GBP up on political movements and new fiscal stimulus-friendly Chancellor. More caution on COVID-19 as number of reported cases jumps. NZD and AUD on the soft side while EUR continues to slide

GBP up on political movements and new fiscal stimulus-friendly Chancellor. More caution on COVID-19 as number of reported cases jumps. NZD and AUD on the soft side while EUR continues to slide

Markets have adopted a more cautious tone after the spike up in the COVID-19 coronavirus cases reported in China. US equities are flat, while global rates have ticked lower – apart from the UK where rates and GBP are much higher following some political fallout that might see an easier fiscal stance adopted. EUR continues to probe fresh lows, while the NZD and AUD are also on the soft side of the ledger.

The number of COVID-19 cases leapt in Hubei by nearly 15,000 for the day, taking the number of total confirmed global cases to over 60,000, based on a new methodology that counts people with apparent symptoms of the virus without necessarily having been tested positive via a laboratory result. A top WHO official said that many of the new cases date back days and weeks and don’t represent a sudden surge in new infections. On a like-for-like basis the number of new cases for the day dropped slightly to just over 1,500.  Still, there remains some doubt about the true number of cases in China, which throws some caution into the wind about how broadly the disease will spread.

The economic fallout from the virus continues, with cancelled conferences and sporting events around the world, an increasing number of companies issuing profit warnings, additional quarantine measures and extended work suspensions. An early read on how China economic data is being affected was provided by the release of auto data that showed sales dropping by a record 22% y/y in January and the China Passenger Car Association forecasting a decline of 30% for February.

It was risk-off during the Asian trading session yesterday after the higher number of COVID-19 cases were reported, seeing the NZD spike down to 0.6429 and the AUD spike down to 0.6707. After recovering a little, these currencies have tracked sideways, with the NZD trading this morning at 0.6445 and the AUD at 0.6725. EUR has tracked lower overnight, falling to a fresh multi-year low of 1.0834. Its steady decline through February reflects the recent run of soft data, particularly against a backdrop of robust US economic data. The latest forecasts from the EU suggest more of the same, with euro area GDP growth expected at 1.2% for 2020 and 2021.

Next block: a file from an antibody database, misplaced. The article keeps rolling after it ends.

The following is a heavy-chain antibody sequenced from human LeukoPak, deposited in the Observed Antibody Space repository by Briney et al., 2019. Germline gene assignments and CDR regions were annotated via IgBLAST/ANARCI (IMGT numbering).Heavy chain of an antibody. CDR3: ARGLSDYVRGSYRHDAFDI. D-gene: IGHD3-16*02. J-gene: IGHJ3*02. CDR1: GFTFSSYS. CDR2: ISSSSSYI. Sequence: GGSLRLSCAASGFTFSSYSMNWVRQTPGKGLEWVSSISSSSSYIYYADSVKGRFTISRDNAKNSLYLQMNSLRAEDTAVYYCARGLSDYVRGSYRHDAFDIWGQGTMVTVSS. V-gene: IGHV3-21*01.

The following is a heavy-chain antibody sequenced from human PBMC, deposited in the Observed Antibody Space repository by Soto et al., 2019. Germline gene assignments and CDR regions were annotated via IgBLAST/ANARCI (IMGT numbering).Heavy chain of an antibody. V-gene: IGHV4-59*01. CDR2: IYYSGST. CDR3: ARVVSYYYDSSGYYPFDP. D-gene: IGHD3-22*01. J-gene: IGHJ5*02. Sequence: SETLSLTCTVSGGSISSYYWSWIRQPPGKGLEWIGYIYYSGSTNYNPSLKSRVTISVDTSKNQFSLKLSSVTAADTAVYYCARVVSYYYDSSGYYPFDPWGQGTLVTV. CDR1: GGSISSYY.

GBP has been the biggest mover over the day, after Sajid Javid quit as Chancellor after clashing with PM Johnson and his top advisor Cummings. He was immediately replaced by Rishi Sunak, a rising star in the party, previously employed by Goldman Sachs and hedge funds. UK bond yields and GBP rose overnight, with the market speculating that the new Chancellor will be friendlier towards fiscal expansion. Sunak’s voting history in Parliament suggests that his views are more aligned to Johnson’s than Javid’s were, and he is a supporter of corporate tax cuts, lower capital gains taxes and increased infrastructure investment. Against a backdrop of slightly lower global rates, UK’s 10-year rate is up 4bps to 0.65% while GBP is up 0.7% to 1.3060.

In economic news, US core CPI inflation in January was 0.2% m/m, as expected, but rounding pushed the annual figure to a stronger 2.3% y/y. This figure is running much stronger than the Fed’s preferred core PCE measure and won’t have any impact on its policy outlook. Initial jobless claims data remained near a historically low level, a healthy sign for the jobs market. The US 10-year rate Treasury yield fell to as low as 1.57% overnight, but has since recovered to 1.61% – up slightly since the NZ close but still down 2bps for the day.

NZ rates didn’t show much movement yesterday, with little follow-through from Wednesday’s chunky post-MPS moves. RBNZ messaging in post MPS interviews was in line with the Statement. In a Bloomberg interview, Assistant Governor Hawkesby confirmed that the Bank had a neutral policy bias. He expressed comfort if inflation spent some time above the mid-point of the 1-3% inflation target range, noting that policy would be slow to respond to higher inflation outcomes – the Bank wants to see inflation persistently around 2% or even higher before contemplating raising rates, adding that “we can stay on hold, keep rates low for a long time”.

In the day ahead, NZ’s manufacturing PMI is released this morning and after its dip back below 50 in December, we’ll be interested in whether it lurched down further, ahead of the beginning of the coronavirus impact. Tonight, Germany and euro-area GDP data for Q4 will look very soggy, while retail sales is the key data print for the US.

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